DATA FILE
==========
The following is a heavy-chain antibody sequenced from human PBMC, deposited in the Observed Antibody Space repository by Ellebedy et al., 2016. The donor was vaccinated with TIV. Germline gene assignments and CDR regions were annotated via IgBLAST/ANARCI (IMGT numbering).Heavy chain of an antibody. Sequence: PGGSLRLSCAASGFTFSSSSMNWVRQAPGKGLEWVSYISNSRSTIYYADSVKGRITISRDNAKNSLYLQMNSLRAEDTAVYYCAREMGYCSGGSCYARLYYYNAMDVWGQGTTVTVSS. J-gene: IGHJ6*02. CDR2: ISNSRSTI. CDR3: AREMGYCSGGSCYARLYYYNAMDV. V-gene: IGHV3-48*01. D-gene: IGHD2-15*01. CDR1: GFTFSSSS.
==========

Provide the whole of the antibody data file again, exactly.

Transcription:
The following is a heavy-chain antibody sequenced from human PBMC, deposited in the Observed Antibody Space repository by Ellebedy et al., 2016. The donor was vaccinated with TIV. Germline gene assignments and CDR regions were annotated via IgBLAST/ANARCI (IMGT numbering).Heavy chain of an antibody. Sequence: PGGSLRLSCAASGFTFSSSSMNWVRQAPGKGLEWVSYISNSRSTIYYADSVKGRITISRDNAKNSLYLQMNSLRAEDTAVYYCAREMGYCSGGSCYARLYYYNAMDVWGQGTTVTVSS. J-gene: IGHJ6*02. CDR2: ISNSRSTI. CDR3: AREMGYCSGGSCYARLYYYNAMDV. V-gene: IGHV3-48*01. D-gene: IGHD2-15*01. CDR1: GFTFSSSS.